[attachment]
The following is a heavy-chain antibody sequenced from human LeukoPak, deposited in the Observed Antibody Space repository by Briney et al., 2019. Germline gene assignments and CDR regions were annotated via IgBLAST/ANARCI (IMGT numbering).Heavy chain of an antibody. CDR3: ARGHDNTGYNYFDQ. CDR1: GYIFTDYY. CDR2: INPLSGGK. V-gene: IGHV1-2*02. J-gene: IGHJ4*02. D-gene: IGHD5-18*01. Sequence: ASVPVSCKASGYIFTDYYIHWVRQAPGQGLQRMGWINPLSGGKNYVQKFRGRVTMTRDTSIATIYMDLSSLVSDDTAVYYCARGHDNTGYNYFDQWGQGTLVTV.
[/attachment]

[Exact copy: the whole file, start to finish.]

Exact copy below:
The following is a heavy-chain antibody sequenced from human LeukoPak, deposited in the Observed Antibody Space repository by Briney et al., 2019. Germline gene assignments and CDR regions were annotated via IgBLAST/ANARCI (IMGT numbering).Heavy chain of an antibody. CDR3: ARGHDNTGYNYFDQ. CDR1: GYIFTDYY. CDR2: INPLSGGK. V-gene: IGHV1-2*02. J-gene: IGHJ4*02. D-gene: IGHD5-18*01. Sequence: ASVPVSCKASGYIFTDYYIHWVRQAPGQGLQRMGWINPLSGGKNYVQKFRGRVTMTRDTSIATIYMDLSSLVSDDTAVYYCARGHDNTGYNYFDQWGQGTLVTV.